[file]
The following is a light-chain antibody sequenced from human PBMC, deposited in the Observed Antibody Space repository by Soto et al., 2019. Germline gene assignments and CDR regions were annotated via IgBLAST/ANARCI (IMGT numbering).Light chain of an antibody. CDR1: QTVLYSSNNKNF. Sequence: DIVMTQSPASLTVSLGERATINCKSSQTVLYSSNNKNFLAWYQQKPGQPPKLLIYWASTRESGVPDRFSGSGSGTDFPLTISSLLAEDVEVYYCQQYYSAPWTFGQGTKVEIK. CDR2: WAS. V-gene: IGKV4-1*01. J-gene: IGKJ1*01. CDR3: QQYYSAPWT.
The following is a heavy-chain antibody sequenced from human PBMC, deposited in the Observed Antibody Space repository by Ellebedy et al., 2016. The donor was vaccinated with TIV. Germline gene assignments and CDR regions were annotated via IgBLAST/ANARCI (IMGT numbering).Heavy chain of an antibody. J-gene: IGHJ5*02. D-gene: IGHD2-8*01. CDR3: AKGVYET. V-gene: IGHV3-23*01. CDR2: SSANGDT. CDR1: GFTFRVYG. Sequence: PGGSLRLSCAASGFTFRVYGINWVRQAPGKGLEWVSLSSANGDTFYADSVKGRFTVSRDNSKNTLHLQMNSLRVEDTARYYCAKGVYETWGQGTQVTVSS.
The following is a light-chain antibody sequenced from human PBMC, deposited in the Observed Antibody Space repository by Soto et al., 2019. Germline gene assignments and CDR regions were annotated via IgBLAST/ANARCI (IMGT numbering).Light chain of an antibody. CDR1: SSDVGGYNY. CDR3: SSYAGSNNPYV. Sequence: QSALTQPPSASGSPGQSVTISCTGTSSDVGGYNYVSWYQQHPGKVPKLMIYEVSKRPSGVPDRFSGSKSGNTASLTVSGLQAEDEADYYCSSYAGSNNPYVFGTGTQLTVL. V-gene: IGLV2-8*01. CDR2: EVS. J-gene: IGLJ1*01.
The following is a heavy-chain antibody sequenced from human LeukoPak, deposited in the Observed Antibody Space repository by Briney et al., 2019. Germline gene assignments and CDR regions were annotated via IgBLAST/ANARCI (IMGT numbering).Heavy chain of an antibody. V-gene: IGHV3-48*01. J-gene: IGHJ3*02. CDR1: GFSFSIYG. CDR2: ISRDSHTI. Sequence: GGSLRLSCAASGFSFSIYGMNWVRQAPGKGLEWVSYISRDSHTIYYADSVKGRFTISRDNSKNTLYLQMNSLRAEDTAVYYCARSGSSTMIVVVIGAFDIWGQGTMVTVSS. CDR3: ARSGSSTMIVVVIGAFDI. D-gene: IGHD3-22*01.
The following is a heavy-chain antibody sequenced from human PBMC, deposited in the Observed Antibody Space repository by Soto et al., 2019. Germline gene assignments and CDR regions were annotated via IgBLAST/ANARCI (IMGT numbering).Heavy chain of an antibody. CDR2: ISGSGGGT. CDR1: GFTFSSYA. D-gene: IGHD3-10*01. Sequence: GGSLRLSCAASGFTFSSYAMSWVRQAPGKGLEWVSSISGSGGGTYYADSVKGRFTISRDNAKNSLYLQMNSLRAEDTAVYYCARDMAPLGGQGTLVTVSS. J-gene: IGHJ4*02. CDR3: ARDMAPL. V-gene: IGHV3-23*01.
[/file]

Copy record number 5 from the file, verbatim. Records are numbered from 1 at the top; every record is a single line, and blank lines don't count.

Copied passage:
The following is a heavy-chain antibody sequenced from human PBMC, deposited in the Observed Antibody Space repository by Soto et al., 2019. Germline gene assignments and CDR regions were annotated via IgBLAST/ANARCI (IMGT numbering).Heavy chain of an antibody. CDR2: ISGSGGGT. CDR1: GFTFSSYA. D-gene: IGHD3-10*01. Sequence: GGSLRLSCAASGFTFSSYAMSWVRQAPGKGLEWVSSISGSGGGTYYADSVKGRFTISRDNAKNSLYLQMNSLRAEDTAVYYCARDMAPLGGQGTLVTVSS. J-gene: IGHJ4*02. CDR3: ARDMAPL. V-gene: IGHV3-23*01.